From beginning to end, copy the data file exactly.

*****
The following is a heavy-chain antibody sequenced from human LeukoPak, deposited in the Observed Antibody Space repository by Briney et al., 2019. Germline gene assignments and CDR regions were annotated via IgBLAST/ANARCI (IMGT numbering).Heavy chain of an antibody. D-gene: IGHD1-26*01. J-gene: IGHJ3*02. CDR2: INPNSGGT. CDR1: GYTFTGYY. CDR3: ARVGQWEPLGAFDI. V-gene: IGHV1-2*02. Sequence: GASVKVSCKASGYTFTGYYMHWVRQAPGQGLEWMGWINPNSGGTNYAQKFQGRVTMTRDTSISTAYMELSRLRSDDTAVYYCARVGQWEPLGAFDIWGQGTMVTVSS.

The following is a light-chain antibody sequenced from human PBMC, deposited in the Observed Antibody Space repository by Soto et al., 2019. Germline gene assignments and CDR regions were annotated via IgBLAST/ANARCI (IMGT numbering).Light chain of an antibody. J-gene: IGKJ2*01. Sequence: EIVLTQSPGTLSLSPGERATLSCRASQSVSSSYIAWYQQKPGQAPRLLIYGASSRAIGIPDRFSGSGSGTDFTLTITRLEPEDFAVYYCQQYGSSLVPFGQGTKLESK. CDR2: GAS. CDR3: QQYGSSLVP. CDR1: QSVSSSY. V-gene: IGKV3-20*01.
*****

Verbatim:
The following is a heavy-chain antibody sequenced from human LeukoPak, deposited in the Observed Antibody Space repository by Briney et al., 2019. Germline gene assignments and CDR regions were annotated via IgBLAST/ANARCI (IMGT numbering).Heavy chain of an antibody. D-gene: IGHD1-26*01. J-gene: IGHJ3*02. CDR2: INPNSGGT. CDR1: GYTFTGYY. CDR3: ARVGQWEPLGAFDI. V-gene: IGHV1-2*02. Sequence: GASVKVSCKASGYTFTGYYMHWVRQAPGQGLEWMGWINPNSGGTNYAQKFQGRVTMTRDTSISTAYMELSRLRSDDTAVYYCARVGQWEPLGAFDIWGQGTMVTVSS.

The following is a light-chain antibody sequenced from human PBMC, deposited in the Observed Antibody Space repository by Soto et al., 2019. Germline gene assignments and CDR regions were annotated via IgBLAST/ANARCI (IMGT numbering).Light chain of an antibody. J-gene: IGKJ2*01. Sequence: EIVLTQSPGTLSLSPGERATLSCRASQSVSSSYIAWYQQKPGQAPRLLIYGASSRAIGIPDRFSGSGSGTDFTLTITRLEPEDFAVYYCQQYGSSLVPFGQGTKLESK. CDR2: GAS. CDR3: QQYGSSLVP. CDR1: QSVSSSY. V-gene: IGKV3-20*01.